Rancho Feeding Recall: Why Sick Dairy Cows Might Be to Blame
Rancho Feeding Corp., a slaughterhouse in Petaluma, California, has suspended operations indefinitely and is recalling more than 8.7 million pounds of meat that has reached 30 states. In the words of the U.S. Department of Agriculture, the meat is "unfit for human food." The facility has "processed diseased and unsound animals and carried out these activities without the benefit or full benefit of federal inspection."
Renowned rancher Bill Niman, pictured here on his ranch with wife Nicolette and son Miles, has several hundred thousand dollars worth of pasture-raised product tied up in the massive Rancho Feeding Corp. recall. [photo courtesy Bill Niman]
A rancher who's worked for 40 years with the slaughterhouse speculates that the recall has to do with its dairy cows, and New York butchers say the USDA's number is a political exaggeration.
The recall, announced on February 8, covers a year's worth of product -- January 1, 2013, through January 7, 2014 -- and the USDA has been compiling an ongoing list of distribution centers and retail establishments that sold the meat.
Contacted by the Voice, USDA officials declined to comment beyond saying that the investigation is ongoing. Asked whether the move involved suspicion of Bovine Spongiform Encephalopathy (BSE, aka mad cow disease), E. coli contamination, or any other specific health threat, USDA press officer Richard McIntire says there has been "no indication of any illness" resulting from consumption of the recalled meat.
Rancho -- a family-run plant that has been in business for generations and is the only slaughterhouse operating in the San Francisco Bay Area -- had been under investigation since mid-January, when the USDA announced a recall of about 40,000 pounds of beef on the basis that meat had been "produced without the benefit of full federal inspection."
A Rancho employee told the Voice on February 10 that USDA employees are based on-site and inspect every animal that passes through the facility.
"They were concerned about meat getting through without being inspected, which I can tell you didn't happen," said the employee, who declined to be named in this story because the company's attorneys have forbidden contact with the press. The employee confirmed that the plant, which employs a staff of more than 12, had suspended operations indefinitely.
Bill Niman founded Niman Ranch in Bolinas, California, in the 1970s, and he's widely regarded as a pioneer in the movement to raise and butcher livestock humanely and sustainably. After parting ways with his namesake venture in 2007, Niman founded BN Ranch, where he raises pasture-fed cattle and turkeys. Reached by phone, he spoke of his 40-year relationship with Rancho Feeding Corp., and the fact that his entire 2013 output is part of the recall.
Speaking solely from the perspective of his own dealings with the facility, Niman says he has never had any issues with Rancho. "This is a great loss to the Northern California food community," he tells the Voice. "It's going to be very disruptive."
Niman says Rancho is the only slaughterhouse in the Bay Area. Even more important to him, the facility allows its clients to oversee their livestock from start to finish -- an open-floor policy he calls a "critical component" of sustainable meat production. "To have that access, that's really crucial," he says, explaining that his workers lead every BN Ranch animal into the knock box, where slaughterhouse staff render it unconscious, then follow the process all the way through. "We're at the back end, handling our cattle live, and we can make sure our animals are being properly butchered and that everything is done the way we want it to be done," he says.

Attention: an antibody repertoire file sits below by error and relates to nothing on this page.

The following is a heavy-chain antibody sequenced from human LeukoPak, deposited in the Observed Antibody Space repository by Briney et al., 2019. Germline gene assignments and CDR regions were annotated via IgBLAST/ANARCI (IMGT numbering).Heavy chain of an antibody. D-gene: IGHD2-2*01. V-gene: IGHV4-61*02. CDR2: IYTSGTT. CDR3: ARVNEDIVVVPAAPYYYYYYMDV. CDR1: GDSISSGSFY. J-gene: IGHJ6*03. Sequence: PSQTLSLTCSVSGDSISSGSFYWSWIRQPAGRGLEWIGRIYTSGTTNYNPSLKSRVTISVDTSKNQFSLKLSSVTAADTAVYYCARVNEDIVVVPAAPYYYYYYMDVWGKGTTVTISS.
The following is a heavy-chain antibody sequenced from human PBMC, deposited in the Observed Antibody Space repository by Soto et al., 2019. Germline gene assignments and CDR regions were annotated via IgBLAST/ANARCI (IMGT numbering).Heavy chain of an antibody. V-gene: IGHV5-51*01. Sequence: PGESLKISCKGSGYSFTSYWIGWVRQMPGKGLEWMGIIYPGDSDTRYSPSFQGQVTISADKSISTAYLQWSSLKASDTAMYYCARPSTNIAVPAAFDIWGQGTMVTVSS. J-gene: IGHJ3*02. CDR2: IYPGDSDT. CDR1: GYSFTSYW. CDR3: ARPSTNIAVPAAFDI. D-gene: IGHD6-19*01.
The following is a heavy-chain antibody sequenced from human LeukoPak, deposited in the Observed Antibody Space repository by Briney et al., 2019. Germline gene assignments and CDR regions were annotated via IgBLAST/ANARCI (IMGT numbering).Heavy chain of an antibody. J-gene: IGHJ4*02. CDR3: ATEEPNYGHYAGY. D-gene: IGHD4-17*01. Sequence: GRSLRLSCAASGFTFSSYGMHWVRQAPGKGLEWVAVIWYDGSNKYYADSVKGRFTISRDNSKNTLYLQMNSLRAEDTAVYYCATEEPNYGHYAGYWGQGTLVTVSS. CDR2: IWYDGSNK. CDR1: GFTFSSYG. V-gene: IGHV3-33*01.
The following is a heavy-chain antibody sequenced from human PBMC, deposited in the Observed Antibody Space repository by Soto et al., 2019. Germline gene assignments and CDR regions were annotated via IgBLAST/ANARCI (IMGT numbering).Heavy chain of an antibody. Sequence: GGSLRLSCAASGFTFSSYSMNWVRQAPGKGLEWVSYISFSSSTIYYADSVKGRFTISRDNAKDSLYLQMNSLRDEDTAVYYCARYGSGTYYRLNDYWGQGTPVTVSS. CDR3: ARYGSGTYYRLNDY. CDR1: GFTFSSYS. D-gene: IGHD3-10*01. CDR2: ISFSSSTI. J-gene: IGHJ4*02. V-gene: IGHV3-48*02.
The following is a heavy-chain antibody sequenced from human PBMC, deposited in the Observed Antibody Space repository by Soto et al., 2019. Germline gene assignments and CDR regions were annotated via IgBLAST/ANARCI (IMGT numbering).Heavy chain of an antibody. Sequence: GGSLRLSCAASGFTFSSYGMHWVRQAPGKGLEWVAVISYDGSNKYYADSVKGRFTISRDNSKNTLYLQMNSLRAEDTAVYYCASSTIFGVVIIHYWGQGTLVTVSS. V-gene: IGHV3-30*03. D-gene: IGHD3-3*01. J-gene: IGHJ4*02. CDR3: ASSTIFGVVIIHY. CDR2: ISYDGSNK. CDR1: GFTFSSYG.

Cautioning that he can only speculate about what happened, Niman says that conversations he has had with USDA personnel and the Bay Area ranch community lead him to believe the recall has something to do with dairy cows. Rancho, he explains, is one of the few facilities that slaughters retired dairy cows, animals that are typically processed into low-grade meat once their milking days are over. These animals, Niman says, tend to be older and not always in the best of health.
He points to one ailment, cancer of the eye, as especially common, and a red flag to USDA inspectors.
"Dairy cow carcasses that revealed signs of eye cancer may have gone into the food chain," Niman theorizes. If that's indeed what happened, he says, the slaughterhouse likely knew about it, but the blame extends to everyone involved. "A farmer sends a cow in with cancer, and he knows it has cancer-eye -- it's a growth on the eye, this is not a microbial situation," he says. "The inspectors, they know it has cancer-eye. So the farmer shouldn't have sent it, and the inspector should have caught it."
Paul Carney, a 32-year veteran USDA inspector and Western Council president of the National Joint Council of Food Inspection Locals, the union that represents meat inspectors, says an on-site veterinarian employed by the USDA makes the final call. If an inspector finds an eye cancer that has metastasized to the lymph nodes, Carney explains, he will immediately tag the carcass. At that point, Carney says, the vet must "determine whether that condition has metastasized to the point of condemnation, or if it's localized and it can be passed."
Carney says any deviation from that process automatically renders a carcass "unfit for human food."